Pimentel further claims that he is not challenging Zubiri’s proclamation, but rather the conduct of the proceedings before the NBC and the SPBOC-Maguindanao. This is just a roundabout argument. Pimentel cannot deny that he assails the canvass proceedings because he believes that the annulment and setting aside thereof would result in his winning as the twelfth Senator in the 14 May 2007 elections; and if he is the rightful winner, then logically and necessarily, Zubiri’s proclamation must also be annulled and set aside.

Finally, while Section 15, in relation to Section 30, of Republic Act No. 7166, as amended by Republic Act No. 9369, did introduce an additional exception to the prohibition against pre-proclamation controversies in elections for President, Vice-President, and Senators, this Court has already established in the preceding discussion that Pimentel cannot invoke the same in his Petition. The provisions in question did not materially change the nature of canvass proceedings before the boards of canvassers, which still remain summary and administrative in nature for the purpose of canvassing the votes and determining the elected official with as little delay as possible and in time for the commencement of the new term of office.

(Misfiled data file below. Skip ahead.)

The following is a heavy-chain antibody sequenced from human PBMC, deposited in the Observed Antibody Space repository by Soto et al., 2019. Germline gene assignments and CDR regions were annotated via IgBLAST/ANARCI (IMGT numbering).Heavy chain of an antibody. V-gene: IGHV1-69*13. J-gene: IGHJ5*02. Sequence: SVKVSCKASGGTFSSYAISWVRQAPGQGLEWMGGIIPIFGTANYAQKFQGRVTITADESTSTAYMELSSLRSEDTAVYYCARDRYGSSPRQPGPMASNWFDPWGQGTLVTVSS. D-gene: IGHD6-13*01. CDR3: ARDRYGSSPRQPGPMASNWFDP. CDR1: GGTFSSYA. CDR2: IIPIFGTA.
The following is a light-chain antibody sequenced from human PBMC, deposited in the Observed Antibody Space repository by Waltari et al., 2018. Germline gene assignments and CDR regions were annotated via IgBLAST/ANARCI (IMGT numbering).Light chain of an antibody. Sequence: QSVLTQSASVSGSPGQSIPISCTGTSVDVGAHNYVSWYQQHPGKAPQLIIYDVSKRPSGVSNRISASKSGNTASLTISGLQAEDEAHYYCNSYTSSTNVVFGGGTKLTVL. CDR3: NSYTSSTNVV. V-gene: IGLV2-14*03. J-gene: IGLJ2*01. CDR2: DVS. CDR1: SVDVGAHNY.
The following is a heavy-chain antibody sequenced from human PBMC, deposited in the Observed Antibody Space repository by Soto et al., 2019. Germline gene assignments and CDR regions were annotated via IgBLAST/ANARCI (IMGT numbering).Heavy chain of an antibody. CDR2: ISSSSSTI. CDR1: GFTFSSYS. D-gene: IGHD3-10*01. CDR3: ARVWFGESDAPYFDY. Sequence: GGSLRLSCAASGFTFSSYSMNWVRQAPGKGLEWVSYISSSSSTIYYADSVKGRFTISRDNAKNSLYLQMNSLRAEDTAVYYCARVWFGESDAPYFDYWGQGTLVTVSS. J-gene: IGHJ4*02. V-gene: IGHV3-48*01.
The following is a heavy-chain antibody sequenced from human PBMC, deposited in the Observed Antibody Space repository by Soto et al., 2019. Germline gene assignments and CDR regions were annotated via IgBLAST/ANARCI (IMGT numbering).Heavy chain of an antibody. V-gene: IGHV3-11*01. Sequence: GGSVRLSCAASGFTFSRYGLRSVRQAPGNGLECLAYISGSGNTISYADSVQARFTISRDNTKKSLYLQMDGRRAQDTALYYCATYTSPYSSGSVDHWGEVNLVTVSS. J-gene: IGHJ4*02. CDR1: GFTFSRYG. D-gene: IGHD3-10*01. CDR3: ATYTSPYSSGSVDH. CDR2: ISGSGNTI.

This Court deems it necessary to stress that attempts to delay the canvass proceedings, except for the permissible pre-proclamation controversies, must be shunned. Grounds which are proper for electoral protests should not be allowed to delay the proclamation of the winners.[50] It may well be true that public policy may occasionally permit the occurrence of "grab the proclamation and prolong the protest" situations; that public policy, however, balances the possibility of such situations against the shortening of the period during which no winners are proclaimed, a period commonly fraught with tension and danger for the public at large. For those who disagree with that public policy, the appropriate recourse is not to ask this Court to abandon case law, which merely interprets faithfully existing statutory norms, to engage in judicial legislation and in effect to rewrite portions of the Omnibus Election Code. The appropriate recourse is, of course, to the Legislative Department of the Government and to ask that Department to strike a new and different equilibrium in the balancing of the public interests at stake.[51]